Dzulfiqar Fathur Rahman, Jakarta – Experts and environmentalists are raising concerns over the government's food estate project in Central Kalimantan.
The government is developing about 164,600 hectares to create food estates in the province for crops such as rice. The first phase of development, which started this year, covers about 30,000 ha of land, two thirds of which will be located in Kapuas regency and the rest in Pulang Pisau regency.
Indonesian Political Economy Association (AEPI) agriculture expert Khudori said on Thursday that the food estate project would not serve short-term food interests and might struggle to find farmers to hire.
If one farmer tended to 3 ha of land in the food estate, he said, the government would need about 10,000 farmers to manage the first phase of development. Khudori expected that it would be difficult to find and mobilize that quantity of farmers for to the project.
Khudori also questioned whether the government would retain the land or distribute it to locals and what the so-called farmers' corporation and production model would look like.
"These questions have been left unanswered," he said in a virtual discussion on Thursday.
"On whether the food estate is a solution or a problem for farmers, judging by the previously tested and failed schemes, it's a problem," said Khudori, expressing hope that the government had learned lessons from previous failed attempts to develop similar projects.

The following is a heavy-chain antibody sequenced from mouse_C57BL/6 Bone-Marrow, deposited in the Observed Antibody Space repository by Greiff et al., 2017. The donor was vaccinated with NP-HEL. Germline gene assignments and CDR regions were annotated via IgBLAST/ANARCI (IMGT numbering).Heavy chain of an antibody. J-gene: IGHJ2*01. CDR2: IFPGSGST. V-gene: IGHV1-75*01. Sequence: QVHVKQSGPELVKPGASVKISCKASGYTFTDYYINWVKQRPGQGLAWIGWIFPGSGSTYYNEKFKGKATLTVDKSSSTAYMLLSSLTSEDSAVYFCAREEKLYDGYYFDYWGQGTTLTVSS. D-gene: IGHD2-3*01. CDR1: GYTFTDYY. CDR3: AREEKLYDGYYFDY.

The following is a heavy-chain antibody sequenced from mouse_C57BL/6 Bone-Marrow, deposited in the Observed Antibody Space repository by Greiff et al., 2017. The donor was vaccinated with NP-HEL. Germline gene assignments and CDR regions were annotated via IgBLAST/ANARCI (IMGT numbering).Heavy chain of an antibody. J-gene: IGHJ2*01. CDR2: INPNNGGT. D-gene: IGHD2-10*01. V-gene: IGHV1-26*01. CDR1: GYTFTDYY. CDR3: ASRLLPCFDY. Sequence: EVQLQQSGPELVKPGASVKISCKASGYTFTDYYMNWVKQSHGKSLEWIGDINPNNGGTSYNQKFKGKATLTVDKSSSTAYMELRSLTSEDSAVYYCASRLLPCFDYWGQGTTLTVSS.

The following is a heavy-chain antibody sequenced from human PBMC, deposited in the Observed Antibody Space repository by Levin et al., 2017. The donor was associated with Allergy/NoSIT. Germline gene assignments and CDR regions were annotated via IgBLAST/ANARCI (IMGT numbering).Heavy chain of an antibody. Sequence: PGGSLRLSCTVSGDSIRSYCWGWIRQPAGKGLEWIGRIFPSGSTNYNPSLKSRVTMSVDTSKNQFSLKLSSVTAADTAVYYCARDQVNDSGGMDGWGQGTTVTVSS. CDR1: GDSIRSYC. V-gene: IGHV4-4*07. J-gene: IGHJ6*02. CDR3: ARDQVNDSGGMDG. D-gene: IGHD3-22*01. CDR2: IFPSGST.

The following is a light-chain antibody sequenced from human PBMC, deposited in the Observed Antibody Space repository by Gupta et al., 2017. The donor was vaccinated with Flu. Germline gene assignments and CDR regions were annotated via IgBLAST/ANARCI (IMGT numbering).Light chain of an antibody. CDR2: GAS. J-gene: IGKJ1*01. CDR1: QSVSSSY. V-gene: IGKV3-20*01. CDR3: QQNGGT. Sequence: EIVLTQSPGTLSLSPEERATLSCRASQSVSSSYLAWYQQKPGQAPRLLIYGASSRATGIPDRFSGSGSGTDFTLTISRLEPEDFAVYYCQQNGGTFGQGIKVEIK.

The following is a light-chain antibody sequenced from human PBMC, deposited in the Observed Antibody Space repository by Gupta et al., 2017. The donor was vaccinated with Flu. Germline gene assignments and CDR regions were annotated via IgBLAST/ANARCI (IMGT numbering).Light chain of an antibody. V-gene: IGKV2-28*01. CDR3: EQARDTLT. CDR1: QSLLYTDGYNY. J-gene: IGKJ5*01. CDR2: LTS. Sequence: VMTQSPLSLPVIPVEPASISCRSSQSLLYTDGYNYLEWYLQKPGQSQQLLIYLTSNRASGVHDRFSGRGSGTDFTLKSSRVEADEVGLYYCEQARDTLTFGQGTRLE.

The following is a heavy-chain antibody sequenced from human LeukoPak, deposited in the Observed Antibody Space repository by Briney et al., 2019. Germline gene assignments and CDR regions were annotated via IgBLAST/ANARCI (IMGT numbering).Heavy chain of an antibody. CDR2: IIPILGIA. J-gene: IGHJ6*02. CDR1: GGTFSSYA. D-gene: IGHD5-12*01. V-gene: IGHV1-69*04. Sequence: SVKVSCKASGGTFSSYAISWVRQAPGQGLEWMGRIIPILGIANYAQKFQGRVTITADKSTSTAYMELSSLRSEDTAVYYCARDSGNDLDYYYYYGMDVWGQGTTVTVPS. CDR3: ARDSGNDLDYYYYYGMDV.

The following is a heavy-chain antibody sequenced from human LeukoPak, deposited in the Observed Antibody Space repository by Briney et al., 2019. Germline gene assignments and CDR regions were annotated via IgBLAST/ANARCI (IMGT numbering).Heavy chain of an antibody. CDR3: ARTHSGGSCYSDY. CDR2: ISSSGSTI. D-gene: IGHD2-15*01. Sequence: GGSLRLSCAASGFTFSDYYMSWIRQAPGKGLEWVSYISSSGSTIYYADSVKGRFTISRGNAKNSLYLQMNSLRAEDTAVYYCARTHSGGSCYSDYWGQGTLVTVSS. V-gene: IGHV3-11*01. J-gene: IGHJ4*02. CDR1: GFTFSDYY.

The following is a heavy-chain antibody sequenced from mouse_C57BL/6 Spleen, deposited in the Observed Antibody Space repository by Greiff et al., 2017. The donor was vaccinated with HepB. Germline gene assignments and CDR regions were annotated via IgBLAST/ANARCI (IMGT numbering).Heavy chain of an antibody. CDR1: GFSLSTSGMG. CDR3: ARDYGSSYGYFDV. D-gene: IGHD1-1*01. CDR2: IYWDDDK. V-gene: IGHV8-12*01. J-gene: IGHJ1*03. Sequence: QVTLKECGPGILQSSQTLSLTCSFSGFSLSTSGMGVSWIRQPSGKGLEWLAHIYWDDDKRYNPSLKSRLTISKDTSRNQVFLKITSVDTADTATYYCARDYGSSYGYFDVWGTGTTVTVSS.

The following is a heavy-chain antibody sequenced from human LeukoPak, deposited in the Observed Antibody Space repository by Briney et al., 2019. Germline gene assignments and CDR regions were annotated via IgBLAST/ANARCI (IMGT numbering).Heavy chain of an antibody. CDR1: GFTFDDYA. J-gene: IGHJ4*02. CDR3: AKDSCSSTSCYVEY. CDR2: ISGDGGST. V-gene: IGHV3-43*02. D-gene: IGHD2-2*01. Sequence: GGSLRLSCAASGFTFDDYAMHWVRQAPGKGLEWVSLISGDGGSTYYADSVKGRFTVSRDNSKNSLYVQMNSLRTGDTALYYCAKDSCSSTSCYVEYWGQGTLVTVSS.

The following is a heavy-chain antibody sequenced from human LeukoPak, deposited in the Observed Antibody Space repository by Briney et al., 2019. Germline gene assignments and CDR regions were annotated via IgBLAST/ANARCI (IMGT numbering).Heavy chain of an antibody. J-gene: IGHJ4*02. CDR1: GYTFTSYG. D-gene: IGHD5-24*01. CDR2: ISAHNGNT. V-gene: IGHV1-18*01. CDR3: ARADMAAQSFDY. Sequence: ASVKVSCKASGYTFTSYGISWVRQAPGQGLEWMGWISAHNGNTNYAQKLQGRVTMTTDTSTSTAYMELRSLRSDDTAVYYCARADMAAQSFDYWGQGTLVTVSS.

Dwi Andreas Santosa, an agriculture expert from the Bogor Institute of Agriculture (IPB), said in September that history showed a series of government failures in developing food estates over at least the past 25 years.
In the mid-1990s, President Soeharto's administration sought to develop a similar project, the Peatland Development (PLG) project, consisting of about 1.4 million ha in Central Kalimantan but failed. Critics said the failure was the result of the government ignoring scientific principles in the project. President Joko "Jokowi" Widodo's administration will use some of the former PLG land to develop its food estate.
The food estate project comes as the government tries to secure food supplies amid COVID-19-induced supply chain disruptions.
At least 31 provinces reported garlic shortages in April, just a month after the pandemic arrived in the country. Many provinces also reported shortages of other staple foods like sugar, chili and chicken eggs, according to Jokowi.
Indonesian Forum for the Environment (Walhi) activist Ode Rakhman said the public would need a feasibility study of the project as a reference to participate in the discourse.
The government also needed evaluate the previously failed attempt to develop the PLG project to stop from repeating the same mistakes, said Ode.
"There is not yet a solid foundation that shows that this food estate development is guaranteed not to be a failure like the previous ones," said Ode.
"Another note is that public participation has been ineffective as a result of the absence of or confusion over information from the government, such as the planned area, the type of area, at what depth of peatland the food estate will be located and what institution will lead the project," he added.